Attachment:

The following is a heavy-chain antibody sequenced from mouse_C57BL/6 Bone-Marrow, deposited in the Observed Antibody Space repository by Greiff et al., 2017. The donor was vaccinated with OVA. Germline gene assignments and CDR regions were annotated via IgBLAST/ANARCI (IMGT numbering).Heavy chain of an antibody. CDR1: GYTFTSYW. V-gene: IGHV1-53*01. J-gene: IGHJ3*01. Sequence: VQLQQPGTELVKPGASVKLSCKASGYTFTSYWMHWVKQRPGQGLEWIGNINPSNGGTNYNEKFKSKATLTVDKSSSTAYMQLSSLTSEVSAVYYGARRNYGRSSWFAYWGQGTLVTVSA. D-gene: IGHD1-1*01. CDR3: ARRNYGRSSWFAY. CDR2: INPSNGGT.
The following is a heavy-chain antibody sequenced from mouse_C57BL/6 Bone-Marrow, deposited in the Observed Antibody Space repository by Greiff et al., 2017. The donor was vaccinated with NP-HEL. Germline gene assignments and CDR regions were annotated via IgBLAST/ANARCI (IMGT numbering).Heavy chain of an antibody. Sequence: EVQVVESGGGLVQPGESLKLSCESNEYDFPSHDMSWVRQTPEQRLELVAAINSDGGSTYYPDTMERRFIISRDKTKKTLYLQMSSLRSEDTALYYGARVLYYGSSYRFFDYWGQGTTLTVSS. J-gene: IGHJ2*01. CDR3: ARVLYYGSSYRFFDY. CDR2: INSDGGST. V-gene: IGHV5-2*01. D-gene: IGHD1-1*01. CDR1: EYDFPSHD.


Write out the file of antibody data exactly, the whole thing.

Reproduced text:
The following is a heavy-chain antibody sequenced from mouse_C57BL/6 Bone-Marrow, deposited in the Observed Antibody Space repository by Greiff et al., 2017. The donor was vaccinated with OVA. Germline gene assignments and CDR regions were annotated via IgBLAST/ANARCI (IMGT numbering).Heavy chain of an antibody. CDR1: GYTFTSYW. V-gene: IGHV1-53*01. J-gene: IGHJ3*01. Sequence: VQLQQPGTELVKPGASVKLSCKASGYTFTSYWMHWVKQRPGQGLEWIGNINPSNGGTNYNEKFKSKATLTVDKSSSTAYMQLSSLTSEVSAVYYGARRNYGRSSWFAYWGQGTLVTVSA. D-gene: IGHD1-1*01. CDR3: ARRNYGRSSWFAY. CDR2: INPSNGGT.
The following is a heavy-chain antibody sequenced from mouse_C57BL/6 Bone-Marrow, deposited in the Observed Antibody Space repository by Greiff et al., 2017. The donor was vaccinated with NP-HEL. Germline gene assignments and CDR regions were annotated via IgBLAST/ANARCI (IMGT numbering).Heavy chain of an antibody. Sequence: EVQVVESGGGLVQPGESLKLSCESNEYDFPSHDMSWVRQTPEQRLELVAAINSDGGSTYYPDTMERRFIISRDKTKKTLYLQMSSLRSEDTALYYGARVLYYGSSYRFFDYWGQGTTLTVSS. J-gene: IGHJ2*01. CDR3: ARVLYYGSSYRFFDY. CDR2: INSDGGST. V-gene: IGHV5-2*01. D-gene: IGHD1-1*01. CDR1: EYDFPSHD.